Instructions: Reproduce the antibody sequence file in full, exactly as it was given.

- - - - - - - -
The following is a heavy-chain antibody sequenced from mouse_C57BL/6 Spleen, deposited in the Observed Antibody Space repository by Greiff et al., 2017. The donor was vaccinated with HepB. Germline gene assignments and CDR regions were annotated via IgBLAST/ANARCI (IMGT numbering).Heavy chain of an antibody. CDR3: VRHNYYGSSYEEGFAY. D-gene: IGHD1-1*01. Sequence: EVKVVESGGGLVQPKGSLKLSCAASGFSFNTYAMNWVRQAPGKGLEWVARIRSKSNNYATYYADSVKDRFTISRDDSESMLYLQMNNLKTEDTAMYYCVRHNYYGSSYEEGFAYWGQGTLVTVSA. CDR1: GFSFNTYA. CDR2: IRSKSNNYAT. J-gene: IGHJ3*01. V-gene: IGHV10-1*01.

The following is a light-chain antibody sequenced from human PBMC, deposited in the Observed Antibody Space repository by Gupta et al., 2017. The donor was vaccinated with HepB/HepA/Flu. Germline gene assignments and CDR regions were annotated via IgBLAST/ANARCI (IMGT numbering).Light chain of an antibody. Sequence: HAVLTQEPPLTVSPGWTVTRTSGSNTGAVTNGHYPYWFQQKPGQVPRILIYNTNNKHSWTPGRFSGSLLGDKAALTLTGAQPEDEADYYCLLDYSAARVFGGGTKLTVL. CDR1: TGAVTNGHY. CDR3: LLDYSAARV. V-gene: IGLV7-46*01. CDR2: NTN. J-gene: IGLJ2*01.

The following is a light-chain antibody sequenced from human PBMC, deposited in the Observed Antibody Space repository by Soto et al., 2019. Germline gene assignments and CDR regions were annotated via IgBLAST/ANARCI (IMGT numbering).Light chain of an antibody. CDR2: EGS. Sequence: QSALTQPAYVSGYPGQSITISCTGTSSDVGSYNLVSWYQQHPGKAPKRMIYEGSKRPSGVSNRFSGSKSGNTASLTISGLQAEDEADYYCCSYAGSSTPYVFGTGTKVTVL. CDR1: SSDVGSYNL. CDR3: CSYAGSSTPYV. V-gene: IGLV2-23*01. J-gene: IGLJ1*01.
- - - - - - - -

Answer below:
The following is a heavy-chain antibody sequenced from mouse_C57BL/6 Spleen, deposited in the Observed Antibody Space repository by Greiff et al., 2017. The donor was vaccinated with HepB. Germline gene assignments and CDR regions were annotated via IgBLAST/ANARCI (IMGT numbering).Heavy chain of an antibody. CDR3: VRHNYYGSSYEEGFAY. D-gene: IGHD1-1*01. Sequence: EVKVVESGGGLVQPKGSLKLSCAASGFSFNTYAMNWVRQAPGKGLEWVARIRSKSNNYATYYADSVKDRFTISRDDSESMLYLQMNNLKTEDTAMYYCVRHNYYGSSYEEGFAYWGQGTLVTVSA. CDR1: GFSFNTYA. CDR2: IRSKSNNYAT. J-gene: IGHJ3*01. V-gene: IGHV10-1*01.

The following is a light-chain antibody sequenced from human PBMC, deposited in the Observed Antibody Space repository by Gupta et al., 2017. The donor was vaccinated with HepB/HepA/Flu. Germline gene assignments and CDR regions were annotated via IgBLAST/ANARCI (IMGT numbering).Light chain of an antibody. Sequence: HAVLTQEPPLTVSPGWTVTRTSGSNTGAVTNGHYPYWFQQKPGQVPRILIYNTNNKHSWTPGRFSGSLLGDKAALTLTGAQPEDEADYYCLLDYSAARVFGGGTKLTVL. CDR1: TGAVTNGHY. CDR3: LLDYSAARV. V-gene: IGLV7-46*01. CDR2: NTN. J-gene: IGLJ2*01.

The following is a light-chain antibody sequenced from human PBMC, deposited in the Observed Antibody Space repository by Soto et al., 2019. Germline gene assignments and CDR regions were annotated via IgBLAST/ANARCI (IMGT numbering).Light chain of an antibody. CDR2: EGS. Sequence: QSALTQPAYVSGYPGQSITISCTGTSSDVGSYNLVSWYQQHPGKAPKRMIYEGSKRPSGVSNRFSGSKSGNTASLTISGLQAEDEADYYCCSYAGSSTPYVFGTGTKVTVL. CDR1: SSDVGSYNL. CDR3: CSYAGSSTPYV. V-gene: IGLV2-23*01. J-gene: IGLJ1*01.